Computer-aided verification methods are being created as fresh impetus for Industry 4.0 developments. Photograph: IMMS.
Computer-aided verification methods are being created as fresh impetus for Industry 4.0 developments. Photograph: IMMS.


Analog Coverage in Nanoelectronics

Computer-aided verification methods are being developed to accelerate the design of Industry 4.0 applications.

At the basis of all the smart systems which can function as part of the Internet of Things and of all the high performance applications needed in Industry 4.0 lies the technology contained in complex, highly integrated micro-electronic chips. The System-on-Chip (SoC) technology compresses numerous elements and functions, both analogue and digital, into the narrowest of space, crowding together sensors, actuators and signal processing.

Any errors in the design of the integrated circuits may impact on turnover to the tune of several hundred million dollars. They can cause costly downtime and, far worse, highly expensive product recall, repair and replacement. In order to keep such risks to a minimum, designers strive to recognise any faults as early as possible in the design process.

There is a further imperative: to design yet smarter and thus even more complex systems to meet new demands in the context of Industry 4.0. Research is focusing on the development of many new system components for the future. How these will interact with current methods can as yet only be tested in experimental setups. In anticipation, the ANCONA project partners are working on computer-aided procedures which will provide reliable testing of complex systems even at the design stage and prove their functionality. These procedures are intended to simplify and significantly accelerate the design process for mixed analogue and digital circuit systems. They will boost innovation potential and give their user a competitive edge.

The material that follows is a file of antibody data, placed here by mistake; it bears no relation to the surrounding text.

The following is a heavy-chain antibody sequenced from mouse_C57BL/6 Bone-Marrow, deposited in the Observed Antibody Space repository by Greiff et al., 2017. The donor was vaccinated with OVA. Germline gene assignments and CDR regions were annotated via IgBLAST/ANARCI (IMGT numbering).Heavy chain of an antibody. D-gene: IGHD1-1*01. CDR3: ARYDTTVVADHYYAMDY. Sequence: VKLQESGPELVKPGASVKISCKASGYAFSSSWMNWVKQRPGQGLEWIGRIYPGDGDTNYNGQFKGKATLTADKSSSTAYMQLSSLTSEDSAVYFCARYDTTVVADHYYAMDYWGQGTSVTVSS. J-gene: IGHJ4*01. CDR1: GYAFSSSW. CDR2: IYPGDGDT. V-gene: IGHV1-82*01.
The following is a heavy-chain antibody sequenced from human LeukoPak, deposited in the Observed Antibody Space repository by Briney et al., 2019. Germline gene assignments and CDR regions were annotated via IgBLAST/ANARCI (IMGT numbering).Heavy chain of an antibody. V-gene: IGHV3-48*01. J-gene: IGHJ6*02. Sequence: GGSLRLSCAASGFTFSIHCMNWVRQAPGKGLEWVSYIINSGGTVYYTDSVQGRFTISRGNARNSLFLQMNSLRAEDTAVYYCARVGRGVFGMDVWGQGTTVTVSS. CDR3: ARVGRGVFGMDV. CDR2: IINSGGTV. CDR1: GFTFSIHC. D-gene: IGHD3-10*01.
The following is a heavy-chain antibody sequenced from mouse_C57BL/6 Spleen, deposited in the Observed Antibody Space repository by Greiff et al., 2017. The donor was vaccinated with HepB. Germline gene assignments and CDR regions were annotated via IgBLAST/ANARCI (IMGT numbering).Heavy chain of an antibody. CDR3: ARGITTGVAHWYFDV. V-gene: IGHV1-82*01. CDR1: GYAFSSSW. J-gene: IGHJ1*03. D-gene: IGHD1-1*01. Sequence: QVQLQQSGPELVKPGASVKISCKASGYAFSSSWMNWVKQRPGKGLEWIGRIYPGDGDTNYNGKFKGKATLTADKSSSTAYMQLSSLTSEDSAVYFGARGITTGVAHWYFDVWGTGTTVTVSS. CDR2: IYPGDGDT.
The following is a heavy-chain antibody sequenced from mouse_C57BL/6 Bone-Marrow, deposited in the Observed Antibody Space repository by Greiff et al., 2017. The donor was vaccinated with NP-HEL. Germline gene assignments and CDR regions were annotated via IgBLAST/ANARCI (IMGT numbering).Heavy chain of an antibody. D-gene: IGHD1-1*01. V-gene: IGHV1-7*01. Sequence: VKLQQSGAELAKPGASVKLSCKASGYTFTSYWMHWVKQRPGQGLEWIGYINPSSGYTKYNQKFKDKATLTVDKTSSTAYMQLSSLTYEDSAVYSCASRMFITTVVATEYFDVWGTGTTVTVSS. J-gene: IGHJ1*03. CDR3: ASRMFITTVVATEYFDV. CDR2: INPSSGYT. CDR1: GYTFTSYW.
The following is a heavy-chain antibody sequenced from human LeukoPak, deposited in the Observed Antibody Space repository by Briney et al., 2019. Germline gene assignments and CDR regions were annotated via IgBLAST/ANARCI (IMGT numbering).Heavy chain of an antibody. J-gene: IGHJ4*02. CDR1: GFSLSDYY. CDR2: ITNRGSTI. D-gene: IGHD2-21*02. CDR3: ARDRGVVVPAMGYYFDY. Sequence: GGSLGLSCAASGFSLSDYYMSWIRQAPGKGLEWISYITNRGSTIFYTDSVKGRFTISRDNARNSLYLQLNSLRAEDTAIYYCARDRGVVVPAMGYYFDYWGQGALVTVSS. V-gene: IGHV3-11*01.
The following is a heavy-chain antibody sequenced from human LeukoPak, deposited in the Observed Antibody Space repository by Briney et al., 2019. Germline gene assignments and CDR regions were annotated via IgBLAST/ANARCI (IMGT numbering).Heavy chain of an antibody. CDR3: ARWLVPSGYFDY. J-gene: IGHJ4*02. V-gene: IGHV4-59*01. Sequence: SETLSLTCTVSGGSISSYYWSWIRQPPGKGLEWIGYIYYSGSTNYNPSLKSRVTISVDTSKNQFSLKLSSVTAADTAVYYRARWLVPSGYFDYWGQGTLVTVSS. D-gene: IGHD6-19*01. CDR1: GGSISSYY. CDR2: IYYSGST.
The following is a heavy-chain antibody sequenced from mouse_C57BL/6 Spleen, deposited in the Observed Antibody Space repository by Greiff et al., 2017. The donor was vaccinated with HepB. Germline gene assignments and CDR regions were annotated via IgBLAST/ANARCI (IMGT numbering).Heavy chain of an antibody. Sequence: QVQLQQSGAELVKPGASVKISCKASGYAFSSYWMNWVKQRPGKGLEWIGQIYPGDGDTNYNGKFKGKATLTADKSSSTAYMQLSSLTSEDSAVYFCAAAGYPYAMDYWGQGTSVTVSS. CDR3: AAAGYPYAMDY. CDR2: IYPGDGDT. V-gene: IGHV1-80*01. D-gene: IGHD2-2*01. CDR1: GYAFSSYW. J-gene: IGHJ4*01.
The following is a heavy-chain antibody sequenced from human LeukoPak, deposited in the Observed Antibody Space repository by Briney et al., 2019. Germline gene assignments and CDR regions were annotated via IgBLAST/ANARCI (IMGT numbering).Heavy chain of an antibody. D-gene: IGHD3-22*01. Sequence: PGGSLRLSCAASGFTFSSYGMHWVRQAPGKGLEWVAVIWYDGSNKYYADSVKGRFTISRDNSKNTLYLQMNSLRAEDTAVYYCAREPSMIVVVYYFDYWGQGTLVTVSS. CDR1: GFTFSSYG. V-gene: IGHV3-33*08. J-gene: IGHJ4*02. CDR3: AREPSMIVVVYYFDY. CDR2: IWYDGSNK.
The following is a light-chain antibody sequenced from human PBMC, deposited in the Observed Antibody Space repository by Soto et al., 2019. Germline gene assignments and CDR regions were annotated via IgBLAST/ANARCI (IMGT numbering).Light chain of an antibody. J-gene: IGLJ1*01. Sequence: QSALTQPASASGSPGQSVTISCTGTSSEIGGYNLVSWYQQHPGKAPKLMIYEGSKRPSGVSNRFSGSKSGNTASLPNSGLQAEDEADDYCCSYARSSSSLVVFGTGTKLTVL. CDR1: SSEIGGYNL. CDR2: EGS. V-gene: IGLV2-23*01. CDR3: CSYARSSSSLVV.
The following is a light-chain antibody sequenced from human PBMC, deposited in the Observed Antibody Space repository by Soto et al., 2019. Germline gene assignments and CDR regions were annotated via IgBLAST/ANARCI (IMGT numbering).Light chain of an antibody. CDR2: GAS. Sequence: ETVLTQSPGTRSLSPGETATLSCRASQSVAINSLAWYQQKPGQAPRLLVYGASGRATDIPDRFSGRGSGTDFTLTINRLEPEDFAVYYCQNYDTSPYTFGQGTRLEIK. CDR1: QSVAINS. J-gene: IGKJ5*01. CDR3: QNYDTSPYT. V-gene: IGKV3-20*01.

The specific development task of IMMS is to focus on design methods which will, among other things, integrate the coupling of the components into system models and enable the models to be efficiently simulated. Moreover Reference is made to previous studies like GreenSense and EROLEDT.

Website of the project coordinator edacentrum e.V.

  • Funding

    This work is funded by the BMBF (Federal German Ministry of Education and Research) in the IKT 2020 programme as part of the ANCONA project (funding reference 16ES021) and is also supported by industrial partners, Infineon Technologies AG, Robert Bosch GmbH, Intel AG and Mentor Graphics GmbH.